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Chapter 2 notes BIOS 2250 Genetics

by: hw767714

Chapter 2 notes BIOS 2250 Genetics Bios 2250

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Chapter 2 notes for genetics. Book, PowerPoint, and lecture. Image source:
Genetics in Human Society
Dr. Sugiyama
Class Notes
Genetics, Biology, Heredity, Life Science, Science, Bios 2250
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This 5 page Class Notes was uploaded by hw767714 on Monday February 1, 2016. The Class Notes belongs to Bios 2250 at Ohio University taught by Dr. Sugiyama in Winter 2016. Since its upload, it has received 42 views. For similar materials see Genetics in Human Society in Biology at Ohio University.


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Date Created: 02/01/16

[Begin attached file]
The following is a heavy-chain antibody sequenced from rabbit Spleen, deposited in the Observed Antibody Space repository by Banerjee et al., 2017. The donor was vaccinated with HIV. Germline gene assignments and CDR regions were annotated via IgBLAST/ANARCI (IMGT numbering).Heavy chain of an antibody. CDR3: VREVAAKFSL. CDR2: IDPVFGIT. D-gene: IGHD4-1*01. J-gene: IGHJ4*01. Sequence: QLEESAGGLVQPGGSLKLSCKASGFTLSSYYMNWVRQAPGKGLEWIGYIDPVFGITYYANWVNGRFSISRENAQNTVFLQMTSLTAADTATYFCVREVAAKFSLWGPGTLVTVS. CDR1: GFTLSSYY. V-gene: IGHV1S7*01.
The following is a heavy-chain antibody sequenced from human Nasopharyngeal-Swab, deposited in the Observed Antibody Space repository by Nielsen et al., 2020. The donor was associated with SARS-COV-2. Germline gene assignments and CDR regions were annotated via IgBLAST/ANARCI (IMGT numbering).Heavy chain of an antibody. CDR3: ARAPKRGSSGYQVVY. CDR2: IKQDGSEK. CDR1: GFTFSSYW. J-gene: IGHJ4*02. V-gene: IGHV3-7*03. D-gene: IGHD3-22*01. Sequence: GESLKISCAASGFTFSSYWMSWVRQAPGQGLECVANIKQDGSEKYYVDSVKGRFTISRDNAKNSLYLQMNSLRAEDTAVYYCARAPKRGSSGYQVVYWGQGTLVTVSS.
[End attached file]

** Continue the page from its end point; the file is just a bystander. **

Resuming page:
BIOS 2250 – GENETICS IN HUMAN SOCIETY __________CHAPTER 2 – HUMAN CELLS__________  Cells are the basic functional units of all living things. Cells can differ greatly depending on the function of the cell, but the basic structures of each kinds of cells are similar. All human cells have these four components: ▬ Cytoplasm ▬ Nucleus – The nucleus is enclosed by a double layered nuclear membrane called a nuclear envelope. The nucleus also contains a majority of our genes. ▬ Organelles (this consists of the endoplasmic reticulum, secretory vesicles, ribosomes, golgi complex, lysosomes, and mitochondria) ▬ Cytosol  The cell has a plasma membrane that is made up by lipids, proteins, and carbohydrates. The lipid bi-layer, which is made of double layered lipids, is selectively permeable and embedded with proteins. The protein channels regulate the exchange of the materials. The carbohydrates within the plasma membrane give it its molecular identity.  Cystic fibrosis is a genetic disorder associated with a change in the Cl- protein channel on the plasma membrane. The abnormality in this specific protein channel can cause issues with sweat, mucus, and digestive enzyme production. There is a thick mucus that clogs the ducts of the pancreatic enzyme that can cause poor digestion and pancreatic degeneration. The symptoms of cystic fibrosis are slow growth, a small body, thick mucus, coughing, and early death. There is no complete cure yet, but a combination of treatments can increase life expectancy.  Gaucher’s disease is a genetic disease that causes brittle bones and problems in the liver, spleen, and bone marrow. Gaucher’s disease is caused by a deformity in the lysosome where the lysosome lacks an enzyme that breaks down lipid membranes. Gaucher’s disease has two treatments: an injection of a digestive enzyme or a bone-marrow transplant. Both have pro’s and con’s.  Mitochondrial disorders are also genetic. Many of the mitochondrial disorders include fatigue, memory loss, vision problems, and more. This is due to the lack of BIOS 2250 – GENETICS IN HUMAN SOCIETY ATP production. Since we receive mitochondria from our mothers, Mendel’s rule doesn’t apply to this.  The cell cycle describes the history of a cell. The cell cycle consists of 3 parts: interphase, mitosis, and cytokinesis. ▬ Interphase is the time between each division. Interphase is broken up into 3 stages: G1 (Gap 1), S (Synthesis), and G2 (Gap 2). ▬ Mitosis is the division of the cell’s DNA to produce two genetically identical cells. Mitosis is divided up into 4 different parts: Prophase, Metaphase, Anaphase, and Telophase. ▬ Cytokinesis is the process of cytoplasmic division that happens right after the cell’s division. Cytokinesis is when the cleavage furrow forms and deepens and the cytoplasm divides. The two daughter cells become separated completely.  Prophase – This is when the chromosomes become visible. They become easily recognizable and become shorter and thicker. Each chromosome is now in two strands of replicated DNA known as sister chromatids. In this phase, the spindle fibers begin to form and the nuclear envelope begins to break down.  Metaphase – In this phase the spindle fibers have attached and the chromosomes have moved into the middle of the cell. In this stage the chromosomes are in their most tightly condensed form.  Anaphase – In this phase the attachments binding the sister chromatids breaks and each half of the chromosome is pulled toward opposite ends of the cell.  Telophase – By this phase the chromosomes have reached opposite ends of the cell. The chromosomes begin to uncoil, the spindle fibers begin to break down, and a new nuclear envelope begins to form. Mitosis has been completed and cytokinesis can now begin. Interphase Mitosis and Cytokinesis BIOS 2250 – GENETICS IN HUMAN SOCIETY  Meiosis – The process of cell divisions where one chromosomal replication is followed by two cell divisions to produce 4 haploid cells. Instead of each daughter cell having 46 chromosomes, meiosis leaves each daughter cell with 23 chromosomes. One replication of the DNA is followed by 2 divisions of the nucleus. Meiosis ONLY occurs on germ line cells! Once a cell becomes a gamete it can’t go back. BIOS 2250 – GENETICS IN HUMAN SOCIETY  There are some genetic diseases related to cell division. ▬ Progeria syndrome is caused by a gene malfunction in the nuclear envelope. This gene malfunction causes the cells to divide rapidly and person ages too fast and has an early death. BIOS 2250 – GENETICS IN HUMAN SOCIETY ▬ Most cases of Down syndrome are caused by meiosis. This is due to an extra chromosome.  Cells have different names depending on their makeup and their intended duty. ▬ Haploid cells – When each chromosome is represented once in a cell. It doesn’t belong to a pair. ▬ Diploid cells – When each chromosome is represented twice as a homologous pair within a cell. ▬ Gametes – Sex cells (these are eggs or sperm) ▬ Germ line cells – cells designated to become a gamete ▬ Somatic cells – cells that aren’t germ line cells ▬ Homologous chromosomes – two of the same types of chromosomes. (For example, two chromosome 1’s are homologous chromosomes.) ▬ Sister chromatids – Two identical copies of a chromosome that are made by DNA replication.